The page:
Research Point: Self-Portraits

Research Point: Self-Portraits

Do some research into artists’ self-portraits… Choose five or six self-portraits that particularly appeal to you…Does the artist portray him/herself as an artist? What is the purpose of the self-portrait? What impression is the artist trying to convey? What impression is actually conveyed?

(NB all images are for editorial use only and not reproduced for commercial gain)

As I was researching self-portraits, I built up a board in Pinterest and was particularly taken by the amount of self-portraits artists make of themselves. Not only is it a fantastic record of their lives, but also of their styles and influences as they change and evolve.  For this reason, I would like to take two contrasting self portraits of each for comparison and apply the criteria above.

Albrecht Dürer (1471-1528)

Self-Portrait - Albrecht Durer, 1498 http://www.wikipaintings.org/en/albrecht-durer/self-portrait-1498:

Albrecht Durer – self-portrait 1498

 

From this portrayal of himself, I would not immediately assume this was an artist. He appears fairly affluent and has a confident air about him. I have the impression that he is building a reputation of good standing and respectability, almost as if this were the equivalent of a modern-day LinkedIn profile picture. If this is the case, he is successful if not a little arrogant in his gaze.

 

 

 

 

 

 

 

Albrecht Dürer - Self-portrait, 1500:

Albrecht Dürer – Self-portrait, 1500

 

Continuing with Dürer, moving on a couple of years, we have again, a self-assured young man. This painting is particularly interesting as he seems to have increased his fortunes and is gazing straight out at the viewer. The pose is almost Christ-like, is this a conscious decision? I feel that this young man did nothing by mistake. Even if I give him the benefit of the doubt and he is timid and self-effacing, his representation of himself is anything but.

 

 

 

 

 

 

Peter Paul Rubens (1577-1640)

Peter Paul Rubens, 1577 - 1640 Flemish : Self-Portrait c1620:

Peter Paul Rubens, 1577 – 1640 Flemish : Self-Portrait c1620:

I find this painting very appealing, from the composition to the colours used to the brush marks. I don’t see any ulterior motive to the purpose of this painting, other than recording the artist at this time in his life.  It does, of course, show his skill and could very well be used as an example of his work, although, I’m guessing Rubens was safe in his reputation as a painter by this point.

This painting makes me feel kindly to  him, it’s soft and warm, yet is cleverly balanced with the cool blue background to the left.

 

 

 

 

Self-Portrait - Peter Paul Rubens 1638:

Self-Portrait – Peter Paul Rubens 1638

This next portrait is very much in contrast to the previous one. It is much more sombre and has little of the warmth shown before. Here, the artist depicts himself as an almost aristocratic figure, this being only two years before his death – is he trying to show he still has strength and standing? His gloved right hand appears to be leaning on a cane, although one can’t actually be seen, or is it he disguising arthritic joints? We know he suffered from gout that brought on a fatal heart attack. His other hand is resting on a sword, another symbol of strength? On first view, I think he pulls the illusion off, however, if you look into the eyes, he doesn’t seem to quite believe it himself.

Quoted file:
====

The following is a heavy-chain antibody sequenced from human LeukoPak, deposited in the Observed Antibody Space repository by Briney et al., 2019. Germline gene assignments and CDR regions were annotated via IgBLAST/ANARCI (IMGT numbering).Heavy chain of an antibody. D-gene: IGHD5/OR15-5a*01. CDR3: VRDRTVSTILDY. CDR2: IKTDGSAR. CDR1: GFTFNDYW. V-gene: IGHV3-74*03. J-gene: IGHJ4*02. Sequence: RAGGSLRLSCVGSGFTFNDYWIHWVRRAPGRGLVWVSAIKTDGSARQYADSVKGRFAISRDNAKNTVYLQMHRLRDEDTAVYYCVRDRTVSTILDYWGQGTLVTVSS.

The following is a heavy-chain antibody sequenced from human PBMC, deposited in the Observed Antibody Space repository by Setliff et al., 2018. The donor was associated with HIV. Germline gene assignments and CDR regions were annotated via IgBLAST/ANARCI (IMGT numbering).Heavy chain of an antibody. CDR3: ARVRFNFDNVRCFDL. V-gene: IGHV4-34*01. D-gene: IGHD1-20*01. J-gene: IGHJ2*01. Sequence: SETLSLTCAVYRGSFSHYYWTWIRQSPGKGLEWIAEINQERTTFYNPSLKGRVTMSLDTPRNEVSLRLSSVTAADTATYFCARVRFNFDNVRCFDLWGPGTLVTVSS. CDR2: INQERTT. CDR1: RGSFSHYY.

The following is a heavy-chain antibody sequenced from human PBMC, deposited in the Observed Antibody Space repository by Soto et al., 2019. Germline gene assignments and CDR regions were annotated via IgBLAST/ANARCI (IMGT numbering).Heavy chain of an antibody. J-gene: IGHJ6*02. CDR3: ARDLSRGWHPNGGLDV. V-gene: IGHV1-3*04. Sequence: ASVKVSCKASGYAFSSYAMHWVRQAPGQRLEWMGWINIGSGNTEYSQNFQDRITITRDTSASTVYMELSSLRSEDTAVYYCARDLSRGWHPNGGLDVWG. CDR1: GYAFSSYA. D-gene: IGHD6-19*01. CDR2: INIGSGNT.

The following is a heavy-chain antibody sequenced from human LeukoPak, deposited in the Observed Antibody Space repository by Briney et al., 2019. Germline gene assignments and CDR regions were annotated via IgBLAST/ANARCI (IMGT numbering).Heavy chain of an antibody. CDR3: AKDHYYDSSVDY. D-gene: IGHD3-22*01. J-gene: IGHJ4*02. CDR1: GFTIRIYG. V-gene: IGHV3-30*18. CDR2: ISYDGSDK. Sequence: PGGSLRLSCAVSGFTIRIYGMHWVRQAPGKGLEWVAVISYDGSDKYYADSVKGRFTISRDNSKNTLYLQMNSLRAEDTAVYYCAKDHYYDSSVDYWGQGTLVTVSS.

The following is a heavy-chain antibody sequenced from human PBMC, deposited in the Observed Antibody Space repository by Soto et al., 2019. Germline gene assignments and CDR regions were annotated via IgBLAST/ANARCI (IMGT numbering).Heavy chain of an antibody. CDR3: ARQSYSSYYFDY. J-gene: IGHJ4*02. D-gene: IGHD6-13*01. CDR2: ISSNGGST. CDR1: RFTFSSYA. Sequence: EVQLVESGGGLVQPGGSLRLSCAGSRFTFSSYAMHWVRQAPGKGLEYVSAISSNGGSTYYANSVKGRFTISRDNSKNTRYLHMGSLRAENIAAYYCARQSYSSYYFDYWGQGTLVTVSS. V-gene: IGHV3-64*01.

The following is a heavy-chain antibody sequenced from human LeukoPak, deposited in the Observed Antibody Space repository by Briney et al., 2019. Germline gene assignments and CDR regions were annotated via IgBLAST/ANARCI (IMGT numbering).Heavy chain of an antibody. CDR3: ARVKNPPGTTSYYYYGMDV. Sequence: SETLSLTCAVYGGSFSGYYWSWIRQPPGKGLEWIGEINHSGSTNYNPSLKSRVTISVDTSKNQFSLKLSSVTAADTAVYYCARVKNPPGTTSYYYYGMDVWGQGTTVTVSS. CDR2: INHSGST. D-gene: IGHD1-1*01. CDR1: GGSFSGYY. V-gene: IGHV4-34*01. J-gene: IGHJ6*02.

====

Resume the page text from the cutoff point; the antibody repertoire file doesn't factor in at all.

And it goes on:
Egon Schiele (1890-1918)

Egon Schiele (1890-1918), 1910, "Self-Portrait with arm twisted above head," watercolor and charcoal, Private Collection.:

Egon Schiele (1890-1918), 1910, “Self-Portrait with arm twisted above head,” watercolour and charcoal

A wonderful artist who had such a short life. However, Schiele makes you believe that he lived every minute to the full. His self-portraits, of which there are so many, are mature and confident. I do think he spent a long time studying himself in the mirror – he knew how to draw every inch of himself – literally. There is no pretence – what you see is what you get and I think it’s superb! The lines and angles describe his seemingly undernourished frame, and the facial expression has such intensity. He says “here I am – like it or lump it!”

 

 

 

 

 

Egon Schiele, Self Portrait, 1912.:

Egon Schiele, Self Portrait, 1912

 

 

 

This portrait of Schiele is striking for its composition. He has still gone for the tall, skinny look but of the canvas and not himself – however, I think this choice is just an extension of the self-portrait. It says, I don’t have to paint all of me to show my whole self. There is more colour in this painting, yet it has a transparency that makes you think you can see through his skin. There is a vulnerability here, but only because he wants you to see it.

 

 

 

 

 

 

 

 

 

Paul Cezanne (1839-1906)